My husband and I are in the laundry room at the same time. He’s moving wet laundry from the washing machine to the dryer, and I’m trying to find the broom to sweep up lunch’s crumbs. For a brief moment, our bodies brush, and we give each other “the look.” A second later, we hear one of our kids, who is remote learning, let out a shriek. Just like that, the moment is over, and we’re back to parenting.
The pandemic has put a damper on our sex life, and I know we aren’t alone. Between all of our daily responsibilities, which occur on repeat, making whoopie is not on our priority list. It’s not, in fact, on any list.
Date night used to be foreplay. Dinner alone at a restaurant while a sitter watched the kids could easily turn into an opportunity for weekend sexy time. Not anymore. There are no sitters, no date nights, and no dining out. Sure, we could order food in after the kids go to bed, but honestly, we’re exhausted by the time the sun goes down at 5 p.m. So we eat with the kids at a geriatric dinnertime of about 5:30.
I know the experts all say we should schedule sex, just write it on the calendar and get at it. However, we all know that’s not how sex works. Yes, we could put a movie on for the kids and attempt a midday romp, but there’s Zoom meetings, work calls, and lunch — all of which take priority over getting down and dirty. We are interrupted about once every sixty seconds.
There’s always the quickie, but a lot of women, myself included, will tell you that it takes awhile to get our Sahara wet enough. Quickies sound good in theory, but to put them into practice, to get into the mood, is nearly impossible when you have at least two kids clinging to you, clamoring for help with their math problems and demanding another snack. How, exactly, are we supposed to switch our brains from Common Core to wet and wild in a matter of minutes? (Experts? Anyone? That’s what I thought.)
We are rarely in the mood to screw, and never at the same time. The pandemic has only increased our work demands, put us in the position to help our kids with remote-learning, and work-and-play in the same space (which means a lot more messes). There’s nothing sexy-inspiring about our home, each room riddled with piles of books, papers, chargers, dishes, and toys. There’s always more work to be done. In the movies, they always shove everything off the desk, the kitchen counter, or the washing machine and go at it. Lucky them. This isn’t a movie. I can’t enter into any room without a kid following me within a matter of two minutes.
I know many of my friends are in the same situation. We are thankful to be sheltering at home, but this doesn’t magically mean our lives turn into some sort of Harlequin romance. Both myself and my husband look ragged all of the time. The last thing either of us wants to do is “slip into something more comfortable” to inspire the other to get it on.
We shuffle around, sipping lukewarm coffee, helping the kids log on to Zoom, heating up leftovers for lunch, sweeping up crumbs, and responding to our bosses. Most of the time, we are zombies — not sex machines. COVID-19 is a real mood-killer.
Maybe we should try to fake it until we make it, but that’s really not our style. Instead, we accept the dry spell. I know, again, that the experts expect us to make efforts, but frankly, almost everyone I know is out of energy, motivation, and inspiration. We’re just trying to make it through each day without an epic meltdown.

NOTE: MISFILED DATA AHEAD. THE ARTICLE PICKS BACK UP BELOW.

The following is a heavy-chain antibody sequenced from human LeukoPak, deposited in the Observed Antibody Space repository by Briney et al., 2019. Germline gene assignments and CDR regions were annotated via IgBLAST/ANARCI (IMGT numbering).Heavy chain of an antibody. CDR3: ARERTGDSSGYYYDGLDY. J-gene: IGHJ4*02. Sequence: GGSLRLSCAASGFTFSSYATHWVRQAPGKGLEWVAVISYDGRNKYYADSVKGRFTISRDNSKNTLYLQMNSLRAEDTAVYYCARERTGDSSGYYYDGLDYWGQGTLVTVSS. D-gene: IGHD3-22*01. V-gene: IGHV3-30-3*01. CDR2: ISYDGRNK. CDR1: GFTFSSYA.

We wash masks, redistribute hand sanitizer, help our kids with their worksheets, run the dishwasher, vacuum the rug, change the sheets. We email our colleagues, schedule meetings early in the morning and late in the afternoon, trying to leave the middle of the day as open as possible to help our children learn. We brew coffee, run to the grocery store, grab the mail, and try to take recess breaks with the kids.
We are doing our best, experts be damned. Because the people who can leisurely make love in the middle of a Tuesday are probably the ones with nannies and house cleaners, not everyday people who are trying to keep their jobs and help their kids get educated.
There are times I feel guilty about not putting out. It’s not that I feel obligated or pressured to do so, but because it’s an unmet need we both have. We are absolutely in better moods afterward. The problem is the when and where never align, and life is too unpredictable right now to make a love-making session promise (and actually keep it).
I don’t think any of us are failing by not having sex a certain number of times a week. We also aren’t failing because it’s really hard to do our jobs, school our kids, and live life during a global pandemic. There’s no right or wrong way to handle 2020’s dumpster fire. I know its cliché, but it’s true: it is what it is.
I also don’t think that having sex is the only way to enjoy and appreciate our partners and ourselves. We’ve been together over twenty years. Being part of couple means understanding the whole person, their love languages, and what they need in any given moment (by asking them). Sometimes it’s a compliment, an offer to help, some time alone, or a collective WTF when the kids are losing their shit…again. Togetherness isn’t limited to a roll in the hay.
We need to give ourselves permission to admit that COVID-19 has changed a lot for us all, including our sex lives. It’s okay not to be in the mood. It’s okay to nurture our partnership in a myriad of ways. It’s also okay to tell the experts to piss off, because they issue unrealistic advice to those of us in the trenches of learning-working. If we feel like having sex, and the timing works out, it’s okay to let that happen. It’s also okay if it doesn’t.
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